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Flour

  • 00 Flour

    Ground to extreme fineness, this flour is made from soft wheat varieties, and is frequently used in Italian pastas. The fineness of the grind makes 00 dough easy to roll to extreme thinness (necessary for pasta).
    Best for: Pasta, very thin crusts.
    Don’t use for: The grind is too fine for successful bread.

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  • All-purpose flour

    White flour milled from hard wheat or a blend of hard and soft wheat. It gives the best results for a variety of products, including some yeast breads, quick breads, cakes, cookies, pastries and noodles. All-purpose flour is usually enriched and may be bleached or unbleached. Bleaching will not affect nutrient value. Different brands will vary in performance. Protein content varies from 8-11 percent

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  • Alterna-Flours

    Although there are dozens of alternative flours available, we’ll focus here on the most common. When experimenting with new or unfamiliar flours, use tested recipes for the best result.

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  • Barley flour

    Barley flour has a natural maltiness in flavor, and is low in gluten. Speck recommends letting doughs and batters made with barley flour (and, actually, all whole grain flours) sit overnight. The rest period will soften the bran, make the product easier to work with, and round out the flavors.
    Best for: Barley’s malty-sweet flavor makes it ideal for sweet baked goods and cookies.
    Do Not Use For: As with other alterna-flours, 100% barley flour does not make for an ideal bread.

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  • Bread Flour

    With a high protein content, bread flour is made from hard wheat and contains a greater amount of gluten than AP, which is made from softer wheat varieties. When worked by hand-kneading or processing with a dough hook in a stand mixer, the gluten is developed and contributes to a chewier consistency, which is desirable in artisan breads. It brings excellent structure to dough’s, making it the “underwire bra of the baking world,” says Reid. Bois prefers to use it just for extra-chewy baked goods, like pretzels and bagels, due to its dense and heavy texture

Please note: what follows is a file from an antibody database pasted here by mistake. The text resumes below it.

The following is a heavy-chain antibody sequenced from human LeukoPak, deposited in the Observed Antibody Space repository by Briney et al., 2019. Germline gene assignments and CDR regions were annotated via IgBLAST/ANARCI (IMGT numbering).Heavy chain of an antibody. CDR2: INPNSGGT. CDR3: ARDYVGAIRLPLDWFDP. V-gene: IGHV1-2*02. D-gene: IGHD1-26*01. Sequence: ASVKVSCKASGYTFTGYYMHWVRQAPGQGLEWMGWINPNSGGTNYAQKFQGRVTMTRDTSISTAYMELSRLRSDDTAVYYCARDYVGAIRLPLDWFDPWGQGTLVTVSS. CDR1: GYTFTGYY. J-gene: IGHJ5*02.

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  • Cake Flour

    Similar in protein level to pastry flour (about 8-9%), cake flour is milled to an ultra-fine consistency. It is also traditionally bleached. Bleaching slightly damages the flour’s starches, allowing them to absorb more liquid and rise higher—an ideal quality in lofty cakes.
    Best for: Tender cakes, like sponges.
    Don’t use for: Cake flour does not produce a good bread product

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  • Durum flour

    Is a by-product in the production of semolina. It is usually enriched with four B vitamins and iron, and used to make noodles

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  • Gluten flour

    Usually milled from spring wheat and has a high protein (40-45 percent), low-starch content. It is used primarily for diabetic breads, or mixed with other non-wheat or low-protein wheat flours to produce a stronger dough structure. Gluten flour improves baking quality and produces high-protein gluten bread.

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